Millie Elder-Holmes has opened up about domestic violence, saying she suffered at the hands of her latest boyfriend's violent outbursts.
The 31-year-old daughter of late broadcaster Paul Holmes and Hinemoa Elder has taken to Youtube to share violence allegations against her former partner while living in Greece.
"I started dating a guy a year ago after a breakup with another guy and he was amazing. He took me out to eat, he showed me off, he made me feel special – but he had anger issues," she began.
"There were warning signs from the start that I chose to ignore because I was so desperate to be happy and to be with someone who made me feel safe - but we've had several fights in the year we've been together and they have all escalated to violence."
Holmes, a lifestyle and wellness blogger, then shared the most recent account of abuse which resulted in their break-up.
"A week ago my boyfriend went out all night and didn't come home until the next morning. When I asked him about a girl that had followed him on Instagram, it turned into a huge fight and he smashed so many things in the house I was afraid for my life.
"I called my mum in New Zealand, I was crying and screaming."
He then called Holmes "a disgusting wh***" and told her that he was leaving her.
After bumping into him later that day and refusing to speak to him, she says he punched her car windscreen and smashed it.
Despite having a broken windscreen, she says she then fled the island with her dogs to a house with no power.
Tragically, one of her dogs died the next day due to a twisted stomach and spleen.
"I feel stupid that I ignored this behaviour for a year, and that I thought I could fix someone who doesn't see anything wrong with their actions," she said at the end of the video.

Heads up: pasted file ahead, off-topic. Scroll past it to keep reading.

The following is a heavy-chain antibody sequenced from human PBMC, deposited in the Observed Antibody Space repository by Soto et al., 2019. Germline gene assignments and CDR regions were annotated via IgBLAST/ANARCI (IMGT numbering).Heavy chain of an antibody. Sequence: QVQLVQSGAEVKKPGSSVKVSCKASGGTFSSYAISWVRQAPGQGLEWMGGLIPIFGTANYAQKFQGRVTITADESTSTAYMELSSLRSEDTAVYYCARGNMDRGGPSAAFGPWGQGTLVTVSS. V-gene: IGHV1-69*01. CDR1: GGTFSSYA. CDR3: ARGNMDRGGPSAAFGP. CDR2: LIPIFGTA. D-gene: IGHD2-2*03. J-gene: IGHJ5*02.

"I'm tired of lying and covering up things for other people who need to be honest about what the f*** they are up to."
The 30-year-old blogger moved to Greece following the death of her adoptive father, the late broadcaster Paul Holmes, and the murder of her partner of seven years.
"I know I look like I have a good life, but it's even better when I only have myself in it," she concluded through tears.
She finished the video by issuing a warning to other women who may be in abusive relationships.
"Wake up. If he has an issue with the size of your bikini, or the photos you post on Instagram, or he's controlling - down the line it can turn into something so much worse."
DO YOU NEED HELP?
If you're in danger now:
• Phone the police on 111 or ask neighbours or friends to ring for you.
• Run outside and head for where there are other people.
• Scream for help so that your neighbours can hear you.
• Take the children with you.
• Don't stop to get anything else.
• If you are being abused, remember it's not your fault. Violence is never okay
Where to go for help or more information:
• Shine, free national helpline 9am- 11pm every day - 0508 744 633 www.2shine.org.nz
• Women's Refuge: Free national crisis line operates 24/7 - 0800 refuge or 0800 733 843 www.womensrefuge.org.nz
•Shakti: Providing specialist cultural services for African, Asian and middle eastern women and their children. Crisis line 24/7 0800 742 584
• It's Not Ok: Information line 0800 456 450 www.areyouok.org.nz
This article was first published on the NZ Herald and is republished here with permission.